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The role of surface proteins in cell proliferation as studied with thrombin and other proteases.

  • N N Teng
  • L Bo Chen
Publication Date
Feb 01, 1975
  • Biology
  • Communication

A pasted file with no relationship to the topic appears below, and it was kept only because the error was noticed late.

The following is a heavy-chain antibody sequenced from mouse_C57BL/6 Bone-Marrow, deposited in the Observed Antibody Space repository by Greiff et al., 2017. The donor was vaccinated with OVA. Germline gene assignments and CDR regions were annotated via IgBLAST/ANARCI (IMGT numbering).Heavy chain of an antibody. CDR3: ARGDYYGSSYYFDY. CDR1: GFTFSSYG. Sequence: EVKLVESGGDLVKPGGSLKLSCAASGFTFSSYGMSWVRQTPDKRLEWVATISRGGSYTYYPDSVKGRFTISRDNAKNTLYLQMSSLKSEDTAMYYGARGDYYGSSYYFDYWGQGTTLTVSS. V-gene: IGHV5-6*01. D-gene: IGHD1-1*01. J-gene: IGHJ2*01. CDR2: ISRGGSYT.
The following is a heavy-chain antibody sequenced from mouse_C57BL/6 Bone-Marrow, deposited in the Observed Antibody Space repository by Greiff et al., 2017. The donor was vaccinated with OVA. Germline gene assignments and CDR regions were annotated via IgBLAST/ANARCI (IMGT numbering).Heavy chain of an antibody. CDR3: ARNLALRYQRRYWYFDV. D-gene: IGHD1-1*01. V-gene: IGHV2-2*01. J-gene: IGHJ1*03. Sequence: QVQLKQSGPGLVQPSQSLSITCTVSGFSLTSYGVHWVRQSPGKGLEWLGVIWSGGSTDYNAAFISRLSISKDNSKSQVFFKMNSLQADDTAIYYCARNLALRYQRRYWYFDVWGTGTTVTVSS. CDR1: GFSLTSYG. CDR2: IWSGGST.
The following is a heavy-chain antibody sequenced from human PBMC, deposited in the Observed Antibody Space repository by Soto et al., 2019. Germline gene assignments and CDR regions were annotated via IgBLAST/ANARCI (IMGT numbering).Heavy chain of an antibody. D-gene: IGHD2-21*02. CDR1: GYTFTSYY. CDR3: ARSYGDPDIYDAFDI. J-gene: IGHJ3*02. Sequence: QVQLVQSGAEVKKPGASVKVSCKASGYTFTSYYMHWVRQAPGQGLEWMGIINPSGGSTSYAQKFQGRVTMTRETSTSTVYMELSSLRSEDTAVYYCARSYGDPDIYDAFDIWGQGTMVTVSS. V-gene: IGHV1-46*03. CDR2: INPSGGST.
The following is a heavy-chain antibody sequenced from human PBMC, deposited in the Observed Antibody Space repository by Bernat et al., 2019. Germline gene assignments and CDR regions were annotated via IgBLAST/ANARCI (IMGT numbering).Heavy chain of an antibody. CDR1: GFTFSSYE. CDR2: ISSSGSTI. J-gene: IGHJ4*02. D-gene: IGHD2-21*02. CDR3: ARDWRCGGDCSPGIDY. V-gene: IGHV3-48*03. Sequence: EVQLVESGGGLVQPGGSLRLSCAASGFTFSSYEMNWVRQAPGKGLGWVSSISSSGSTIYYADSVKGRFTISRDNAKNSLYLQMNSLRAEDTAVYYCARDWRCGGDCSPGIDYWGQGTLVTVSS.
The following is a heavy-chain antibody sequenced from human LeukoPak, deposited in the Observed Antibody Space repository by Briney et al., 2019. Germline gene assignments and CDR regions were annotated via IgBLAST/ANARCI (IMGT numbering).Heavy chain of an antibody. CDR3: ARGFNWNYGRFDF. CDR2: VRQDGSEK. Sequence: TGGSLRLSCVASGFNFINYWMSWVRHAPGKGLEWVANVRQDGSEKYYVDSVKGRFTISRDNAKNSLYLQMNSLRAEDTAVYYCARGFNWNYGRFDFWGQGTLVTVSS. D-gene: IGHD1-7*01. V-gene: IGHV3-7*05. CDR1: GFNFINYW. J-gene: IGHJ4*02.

This communication explores the capacity of different proteases to stimulate DNA synthesis in resting chick embryo fibroblasts and to cause the removal of cell membrane proteins previosly postulated as important in the regulation of growth and division of cells. Thrombin, a highly specific protease and a known mitogen, was incubated with chick embryo fibroblasts, and analysis was made of the cell membrane proteins. Of particular interest were a protein of molecular weight 250,000, which is known to be readily removed by the action of trypsin and is not present in most transformed cells, and two other proteins, which are reduced in amount in transformed as compared to confluent resting cell cultures. None of these three proteins was removed by thrombin when the latter was added to confluent cells in concentrations sufficient to cause significant increase in DNA synthesis twelve hours after stimulation by the protease. The presence or absence of these proteins in the membranes of confluent resting or transformed cells of chick embryo fibroblasts does not seem to be directly related to the process of regulation of DNA synthesis and cellular division.

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